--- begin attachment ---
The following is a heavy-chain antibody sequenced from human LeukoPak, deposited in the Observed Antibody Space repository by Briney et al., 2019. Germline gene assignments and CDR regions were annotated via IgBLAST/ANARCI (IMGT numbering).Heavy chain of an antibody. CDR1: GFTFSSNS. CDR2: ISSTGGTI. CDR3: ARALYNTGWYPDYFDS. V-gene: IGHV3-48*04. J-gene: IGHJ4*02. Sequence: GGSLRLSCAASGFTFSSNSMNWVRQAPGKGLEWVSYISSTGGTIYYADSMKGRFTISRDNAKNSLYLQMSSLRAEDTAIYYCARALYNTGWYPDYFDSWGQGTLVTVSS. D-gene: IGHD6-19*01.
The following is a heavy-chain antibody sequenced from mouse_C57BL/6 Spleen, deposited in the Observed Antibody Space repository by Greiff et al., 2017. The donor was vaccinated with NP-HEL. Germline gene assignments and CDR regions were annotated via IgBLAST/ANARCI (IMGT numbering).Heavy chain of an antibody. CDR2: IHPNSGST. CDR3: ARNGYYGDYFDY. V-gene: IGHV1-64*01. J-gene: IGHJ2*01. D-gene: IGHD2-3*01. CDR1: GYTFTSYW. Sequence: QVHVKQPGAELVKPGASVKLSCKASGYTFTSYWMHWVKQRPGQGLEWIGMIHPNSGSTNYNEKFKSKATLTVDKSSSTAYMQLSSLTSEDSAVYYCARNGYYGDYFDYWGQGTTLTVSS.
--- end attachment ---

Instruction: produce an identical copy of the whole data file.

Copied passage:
The following is a heavy-chain antibody sequenced from human LeukoPak, deposited in the Observed Antibody Space repository by Briney et al., 2019. Germline gene assignments and CDR regions were annotated via IgBLAST/ANARCI (IMGT numbering).Heavy chain of an antibody. CDR1: GFTFSSNS. CDR2: ISSTGGTI. CDR3: ARALYNTGWYPDYFDS. V-gene: IGHV3-48*04. J-gene: IGHJ4*02. Sequence: GGSLRLSCAASGFTFSSNSMNWVRQAPGKGLEWVSYISSTGGTIYYADSMKGRFTISRDNAKNSLYLQMSSLRAEDTAIYYCARALYNTGWYPDYFDSWGQGTLVTVSS. D-gene: IGHD6-19*01.
The following is a heavy-chain antibody sequenced from mouse_C57BL/6 Spleen, deposited in the Observed Antibody Space repository by Greiff et al., 2017. The donor was vaccinated with NP-HEL. Germline gene assignments and CDR regions were annotated via IgBLAST/ANARCI (IMGT numbering).Heavy chain of an antibody. CDR2: IHPNSGST. CDR3: ARNGYYGDYFDY. V-gene: IGHV1-64*01. J-gene: IGHJ2*01. D-gene: IGHD2-3*01. CDR1: GYTFTSYW. Sequence: QVHVKQPGAELVKPGASVKLSCKASGYTFTSYWMHWVKQRPGQGLEWIGMIHPNSGSTNYNEKFKSKATLTVDKSSSTAYMQLSSLTSEDSAVYYCARNGYYGDYFDYWGQGTTLTVSS.